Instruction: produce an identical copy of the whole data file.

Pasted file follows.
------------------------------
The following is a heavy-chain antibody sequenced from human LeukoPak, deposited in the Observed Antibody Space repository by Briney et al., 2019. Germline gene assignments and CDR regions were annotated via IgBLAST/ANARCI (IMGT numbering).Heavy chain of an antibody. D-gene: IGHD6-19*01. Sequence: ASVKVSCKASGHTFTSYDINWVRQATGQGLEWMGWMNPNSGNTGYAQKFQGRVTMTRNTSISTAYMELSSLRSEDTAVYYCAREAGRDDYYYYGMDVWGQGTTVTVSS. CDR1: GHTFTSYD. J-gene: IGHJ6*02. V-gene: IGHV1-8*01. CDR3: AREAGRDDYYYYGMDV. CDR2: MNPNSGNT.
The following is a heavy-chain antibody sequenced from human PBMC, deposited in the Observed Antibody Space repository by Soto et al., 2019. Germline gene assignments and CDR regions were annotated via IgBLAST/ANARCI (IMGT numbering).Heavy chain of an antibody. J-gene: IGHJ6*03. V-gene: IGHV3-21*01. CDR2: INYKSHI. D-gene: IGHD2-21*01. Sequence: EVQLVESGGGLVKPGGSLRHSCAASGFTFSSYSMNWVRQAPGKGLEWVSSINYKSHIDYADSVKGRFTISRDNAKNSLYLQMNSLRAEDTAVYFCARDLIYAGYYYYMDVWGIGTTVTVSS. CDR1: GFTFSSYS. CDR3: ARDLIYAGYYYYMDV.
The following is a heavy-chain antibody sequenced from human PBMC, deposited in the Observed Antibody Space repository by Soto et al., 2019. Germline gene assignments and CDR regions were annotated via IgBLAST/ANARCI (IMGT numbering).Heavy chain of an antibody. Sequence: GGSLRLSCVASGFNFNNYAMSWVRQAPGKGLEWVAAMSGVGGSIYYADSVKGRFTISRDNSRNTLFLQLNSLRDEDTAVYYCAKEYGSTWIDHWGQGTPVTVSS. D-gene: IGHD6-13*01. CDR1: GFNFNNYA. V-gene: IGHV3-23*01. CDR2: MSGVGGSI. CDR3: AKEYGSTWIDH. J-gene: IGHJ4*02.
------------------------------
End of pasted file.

The following is a heavy-chain antibody sequenced from human LeukoPak, deposited in the Observed Antibody Space repository by Briney et al., 2019. Germline gene assignments and CDR regions were annotated via IgBLAST/ANARCI (IMGT numbering).Heavy chain of an antibody. D-gene: IGHD6-19*01. Sequence: ASVKVSCKASGHTFTSYDINWVRQATGQGLEWMGWMNPNSGNTGYAQKFQGRVTMTRNTSISTAYMELSSLRSEDTAVYYCAREAGRDDYYYYGMDVWGQGTTVTVSS. CDR1: GHTFTSYD. J-gene: IGHJ6*02. V-gene: IGHV1-8*01. CDR3: AREAGRDDYYYYGMDV. CDR2: MNPNSGNT.
The following is a heavy-chain antibody sequenced from human PBMC, deposited in the Observed Antibody Space repository by Soto et al., 2019. Germline gene assignments and CDR regions were annotated via IgBLAST/ANARCI (IMGT numbering).Heavy chain of an antibody. J-gene: IGHJ6*03. V-gene: IGHV3-21*01. CDR2: INYKSHI. D-gene: IGHD2-21*01. Sequence: EVQLVESGGGLVKPGGSLRHSCAASGFTFSSYSMNWVRQAPGKGLEWVSSINYKSHIDYADSVKGRFTISRDNAKNSLYLQMNSLRAEDTAVYFCARDLIYAGYYYYMDVWGIGTTVTVSS. CDR1: GFTFSSYS. CDR3: ARDLIYAGYYYYMDV.
The following is a heavy-chain antibody sequenced from human PBMC, deposited in the Observed Antibody Space repository by Soto et al., 2019. Germline gene assignments and CDR regions were annotated via IgBLAST/ANARCI (IMGT numbering).Heavy chain of an antibody. Sequence: GGSLRLSCVASGFNFNNYAMSWVRQAPGKGLEWVAAMSGVGGSIYYADSVKGRFTISRDNSRNTLFLQLNSLRDEDTAVYYCAKEYGSTWIDHWGQGTPVTVSS. D-gene: IGHD6-13*01. CDR1: GFNFNNYA. V-gene: IGHV3-23*01. CDR2: MSGVGGSI. CDR3: AKEYGSTWIDH. J-gene: IGHJ4*02.